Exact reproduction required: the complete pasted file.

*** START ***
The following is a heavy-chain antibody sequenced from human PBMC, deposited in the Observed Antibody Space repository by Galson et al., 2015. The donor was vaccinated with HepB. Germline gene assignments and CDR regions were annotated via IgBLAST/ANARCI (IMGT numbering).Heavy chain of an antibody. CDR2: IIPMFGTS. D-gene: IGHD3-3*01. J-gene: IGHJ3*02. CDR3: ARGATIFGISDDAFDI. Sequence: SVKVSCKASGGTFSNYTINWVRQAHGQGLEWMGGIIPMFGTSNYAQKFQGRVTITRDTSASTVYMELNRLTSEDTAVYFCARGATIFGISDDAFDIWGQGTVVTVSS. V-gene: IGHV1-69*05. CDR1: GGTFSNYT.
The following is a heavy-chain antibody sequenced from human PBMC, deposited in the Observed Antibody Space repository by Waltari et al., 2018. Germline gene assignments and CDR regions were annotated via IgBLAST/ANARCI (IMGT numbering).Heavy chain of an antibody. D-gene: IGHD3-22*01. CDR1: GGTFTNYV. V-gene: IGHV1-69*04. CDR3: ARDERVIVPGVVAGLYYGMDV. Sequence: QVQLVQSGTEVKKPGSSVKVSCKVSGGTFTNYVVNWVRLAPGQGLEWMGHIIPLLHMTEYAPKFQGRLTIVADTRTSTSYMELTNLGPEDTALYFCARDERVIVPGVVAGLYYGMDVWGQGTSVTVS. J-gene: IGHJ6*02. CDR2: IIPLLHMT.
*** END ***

The following is a heavy-chain antibody sequenced from human PBMC, deposited in the Observed Antibody Space repository by Galson et al., 2015. The donor was vaccinated with HepB. Germline gene assignments and CDR regions were annotated via IgBLAST/ANARCI (IMGT numbering).Heavy chain of an antibody. CDR2: IIPMFGTS. D-gene: IGHD3-3*01. J-gene: IGHJ3*02. CDR3: ARGATIFGISDDAFDI. Sequence: SVKVSCKASGGTFSNYTINWVRQAHGQGLEWMGGIIPMFGTSNYAQKFQGRVTITRDTSASTVYMELNRLTSEDTAVYFCARGATIFGISDDAFDIWGQGTVVTVSS. V-gene: IGHV1-69*05. CDR1: GGTFSNYT.
The following is a heavy-chain antibody sequenced from human PBMC, deposited in the Observed Antibody Space repository by Waltari et al., 2018. Germline gene assignments and CDR regions were annotated via IgBLAST/ANARCI (IMGT numbering).Heavy chain of an antibody. D-gene: IGHD3-22*01. CDR1: GGTFTNYV. V-gene: IGHV1-69*04. CDR3: ARDERVIVPGVVAGLYYGMDV. Sequence: QVQLVQSGTEVKKPGSSVKVSCKVSGGTFTNYVVNWVRLAPGQGLEWMGHIIPLLHMTEYAPKFQGRLTIVADTRTSTSYMELTNLGPEDTALYFCARDERVIVPGVVAGLYYGMDVWGQGTSVTVS. J-gene: IGHJ6*02. CDR2: IIPLLHMT.